Yep, love a good biscuit...

September 15, 2012


"...could you use a litre of buttermilk?..."

I hadn't planned on cooking anything special this week, but when the offer came to use up some fabulous Victorian produce the temptation was too much to resist.

For some time I've been meaning to make homemade ricotta, and with a full litre of buttermilk at hand it seemed this was the perfect opportunity to finally give it a go. With just two ingredients it couldn't be simpler, and after a few false starts as I got used to the right curdling point, while there's still plenty of room for improvement what resulted from my first attempt wasn't too shabby.

However, I needed something on which to enjoy my new chef d'oevure (*cough*) and so I decided to try my hand at soda bread with this six-seeded version, which sounded like it would do just the trick.

Reminiscent of a giant scone, while it's not quite your traditional bread texturally the flavours in this loaf are fantastic, and the fact that you can have everything thrown together, baked and slathered with your favourite topping within the hour is also pretty appealing.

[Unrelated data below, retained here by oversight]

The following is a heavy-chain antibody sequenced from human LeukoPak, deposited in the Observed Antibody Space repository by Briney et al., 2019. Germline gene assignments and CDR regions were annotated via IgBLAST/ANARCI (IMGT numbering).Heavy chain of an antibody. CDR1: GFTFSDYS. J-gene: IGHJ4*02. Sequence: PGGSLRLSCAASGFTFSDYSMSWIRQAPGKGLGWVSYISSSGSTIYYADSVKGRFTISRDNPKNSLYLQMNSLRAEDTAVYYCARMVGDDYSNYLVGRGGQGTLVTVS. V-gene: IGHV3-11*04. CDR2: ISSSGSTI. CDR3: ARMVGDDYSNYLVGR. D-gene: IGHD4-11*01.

new season Fuerte

homemade ricotta & honey

But that wasn't quite it for the buttermilk, and with a little bit still to go there was just enough room for this seasonal salad of farro, fennel and asparagus, all held together by a delightfully fresh and tangy buttermilk dressing.

Particularly nice beside salmon this was a lovely new addition to the salad line-up, and a pleasing deviation from the pancakes and muffins typically reserved for buttermilk uses. 


September 9, 2012

Studded dough...

Baking during winter is a challenge. While there's that romantic notion of kneading away as the wood fire crackles and the rain tumbles down, the realities of a day job and a cold, inner-city flat mean that I don't get to delight in such fancies as nearly as often as I would like. But the desire is always there, and with a few similarly-themed posts suddenly hitting my to-do list it was time for dough with bits.